Beloit College this week released the 2010 edition of its Mindset List, a project that attempts to map, year by year, the changing cultural landscape of incoming college freshmen. Several choice bits from this year’s list have turned up again and again in news reports: incoming freshmen have never written in cursive; Clint Eastwood is known as a director, not actor; Nirvana is heard on “the classic oldies station” (whatever that is), and so on. At least some of these bits are debatable: I meet students every semester who have beautiful handwriting, and I doubt that Nirvana can be found on very many “classic rock” or oldies stations. What bothers me about the Beloit list though is not the truthiness of individual items. Nor is it a feeling that the world as I know it is slipping away. Nor is it my persistent error in typing Beliot for Beloit. (Tricky keyboard!)
What bothers me about the Beloit list involves some unspoken assumptions about reality and young adults. The list reads like a nightmare-version of the proposition that begins Ludwig Wittgenstein’s Tractatus Logico-Philosophicus (1921): “Die Welt ist alles, was der Fall ist.” “The world is all that is the case” — all that is the case, that is, in the life-experience of a hypothetical eighteen-year-old American student. The list seems to accept as a given the kind of thinking that David Foster Wallace warns young adults against in his 2005 Kenyon College commencement address:
Here is just one example of the total wrongness of something I tend to be automatically sure of: everything in my own immediate experience supports my deep belief that I am the absolute center of the universe; the realest, most vivid and important person in existence. . . . Think about it: there is no experience you have had that you are not at the absolute center of. The world as you experience it is there in front of you or behind you, to the left or right of you, on your TV or your monitor. And so on.The Beloit list seems to suggest that if it hasn’t happened during your lifetime, well, it can’t really be real (witness the weirdly Orwellian statement that “Czechoslovakia has never existed”), or, at best, that you cannot be expected to know or care about it. Even the ugly word mindset reinforces that implication: “the established set of attitudes held by someone,” says the Oxford American Dictionary. The OAD illustrates that meaning with a sentence about being stuck.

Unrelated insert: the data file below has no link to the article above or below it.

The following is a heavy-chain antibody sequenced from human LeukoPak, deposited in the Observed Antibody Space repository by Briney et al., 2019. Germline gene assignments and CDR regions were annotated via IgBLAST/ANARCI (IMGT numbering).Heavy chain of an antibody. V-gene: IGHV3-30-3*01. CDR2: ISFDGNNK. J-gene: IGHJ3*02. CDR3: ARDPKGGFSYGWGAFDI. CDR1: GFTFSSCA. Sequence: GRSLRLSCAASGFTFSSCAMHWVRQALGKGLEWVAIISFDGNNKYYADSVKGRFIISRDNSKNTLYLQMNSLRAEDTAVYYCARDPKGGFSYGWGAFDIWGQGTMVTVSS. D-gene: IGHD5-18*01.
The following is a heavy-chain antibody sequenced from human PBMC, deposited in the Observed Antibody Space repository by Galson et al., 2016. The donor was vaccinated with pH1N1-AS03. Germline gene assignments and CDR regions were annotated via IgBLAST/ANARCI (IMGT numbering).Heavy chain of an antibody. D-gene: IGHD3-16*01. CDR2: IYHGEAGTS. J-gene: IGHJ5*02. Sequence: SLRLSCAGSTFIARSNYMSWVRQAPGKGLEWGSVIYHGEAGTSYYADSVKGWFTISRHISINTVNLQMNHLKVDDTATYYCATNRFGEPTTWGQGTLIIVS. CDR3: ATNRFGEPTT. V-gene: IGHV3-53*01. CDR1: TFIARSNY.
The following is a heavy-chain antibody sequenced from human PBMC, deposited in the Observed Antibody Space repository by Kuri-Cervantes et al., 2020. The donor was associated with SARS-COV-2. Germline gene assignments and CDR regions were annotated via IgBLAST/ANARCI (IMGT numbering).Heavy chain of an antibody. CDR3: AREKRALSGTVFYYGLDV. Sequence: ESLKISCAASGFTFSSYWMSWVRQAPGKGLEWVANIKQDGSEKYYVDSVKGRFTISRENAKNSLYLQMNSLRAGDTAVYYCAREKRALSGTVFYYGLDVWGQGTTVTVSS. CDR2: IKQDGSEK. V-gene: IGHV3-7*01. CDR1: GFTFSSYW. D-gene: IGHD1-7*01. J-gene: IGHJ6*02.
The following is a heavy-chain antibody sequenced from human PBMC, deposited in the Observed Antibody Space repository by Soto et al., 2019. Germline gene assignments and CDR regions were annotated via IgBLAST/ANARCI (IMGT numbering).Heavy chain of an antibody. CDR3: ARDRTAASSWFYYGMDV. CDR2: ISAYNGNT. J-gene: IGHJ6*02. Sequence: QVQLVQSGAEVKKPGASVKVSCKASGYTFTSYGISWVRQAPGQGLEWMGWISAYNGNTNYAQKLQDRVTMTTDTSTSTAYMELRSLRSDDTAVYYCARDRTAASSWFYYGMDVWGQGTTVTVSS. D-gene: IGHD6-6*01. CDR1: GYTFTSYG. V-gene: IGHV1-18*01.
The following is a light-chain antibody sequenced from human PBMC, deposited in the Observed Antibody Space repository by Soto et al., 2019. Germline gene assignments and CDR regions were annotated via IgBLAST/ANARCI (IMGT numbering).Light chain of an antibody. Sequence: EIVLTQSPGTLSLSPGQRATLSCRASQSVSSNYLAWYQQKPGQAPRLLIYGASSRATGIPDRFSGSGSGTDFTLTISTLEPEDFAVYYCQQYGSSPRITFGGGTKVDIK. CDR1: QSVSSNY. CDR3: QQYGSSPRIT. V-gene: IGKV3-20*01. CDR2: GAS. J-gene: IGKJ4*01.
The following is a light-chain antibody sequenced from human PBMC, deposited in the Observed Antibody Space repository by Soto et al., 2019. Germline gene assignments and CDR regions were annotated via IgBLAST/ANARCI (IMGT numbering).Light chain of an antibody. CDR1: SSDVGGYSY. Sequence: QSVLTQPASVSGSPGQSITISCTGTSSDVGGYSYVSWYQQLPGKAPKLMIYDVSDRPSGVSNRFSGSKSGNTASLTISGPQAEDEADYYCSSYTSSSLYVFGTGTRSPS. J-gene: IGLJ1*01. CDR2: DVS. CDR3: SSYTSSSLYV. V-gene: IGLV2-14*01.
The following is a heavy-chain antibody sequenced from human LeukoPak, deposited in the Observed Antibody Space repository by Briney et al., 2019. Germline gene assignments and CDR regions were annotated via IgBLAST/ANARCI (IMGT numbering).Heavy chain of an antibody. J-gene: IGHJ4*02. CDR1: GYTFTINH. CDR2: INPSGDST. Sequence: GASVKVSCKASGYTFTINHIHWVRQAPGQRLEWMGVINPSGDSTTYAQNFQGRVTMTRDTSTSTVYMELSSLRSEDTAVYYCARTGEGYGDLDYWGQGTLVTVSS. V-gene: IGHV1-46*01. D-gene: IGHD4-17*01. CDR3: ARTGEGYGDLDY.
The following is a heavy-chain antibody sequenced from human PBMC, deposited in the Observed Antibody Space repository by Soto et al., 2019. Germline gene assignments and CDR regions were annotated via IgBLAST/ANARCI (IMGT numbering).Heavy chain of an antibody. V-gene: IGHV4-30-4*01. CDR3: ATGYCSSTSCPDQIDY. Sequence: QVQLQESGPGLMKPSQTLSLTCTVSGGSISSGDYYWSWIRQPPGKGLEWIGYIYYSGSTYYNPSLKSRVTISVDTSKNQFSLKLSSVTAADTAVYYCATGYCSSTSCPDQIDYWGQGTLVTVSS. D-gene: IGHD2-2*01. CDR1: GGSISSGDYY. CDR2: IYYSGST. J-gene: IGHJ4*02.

The tendency to get stuck, to mistake one’s own reality for reality can be a stubborn thing: I’m still surprised when not a single student in a class has even heard of, say, Charlie Chaplin or Woody Guthrie, just as students are sometimes surprised by the bits of film and music I bring in for classroom use. (“Where do you find this stuff?” a student once asked. “Amazon,” said I.) The tendency to dismiss whatever is not of one’s own small moment can be powerfully saddening, even frightening: witness the destruction of Josh Edwards’s 78s by bop-hungry delinquents in The Blackboard Jungle (dir. Richard Brooks, 1955), or, more mildly, the snickers prompted by any display of high emotion in a black-and-white film. Or, again more mildly, the characterization of a two- or three-year-old film as “old.”
My own “mindset” in college probably has something to do with my antipathy toward the Beloit project. I listened almost exclusively to blues and jazz in college, some of it made by musicians who lived and died before I was born. I liked old black-and-white films. And studying literature and philosophy, I spent most of my time reading the work of people who were long, long gone. Sir Thomas Browne and Robert Burton were way before my time. Which was of course the point, “my” time being, like anyone’s, so limited.
An interviewer once asked the poet David Shapiro to name his favorite living poet. Wallace Stevens, he said. “But Stevens is dead,” the interviewer objected. “But not for me!” Shapiro replied. (Having talked with David Shapiro, I can imagine the insistent energy with which he must have made that declaration.) I suspect that among this year’s incoming freshmen are some for whom Wallace Stevens (or Emily Dickinson, or E.E. Cummings, or Langston Hughes) is still living, for whom a pocket notebook and pen or pencil are tools of thought and introspection, and for whom Czechoslovakia is as real as it gets.
The Beloit Mindset List, 2011 edition
The Beloit Mindset List, again (2012 edition)
[Thanks to Matt Thomas for tweeting about this post.]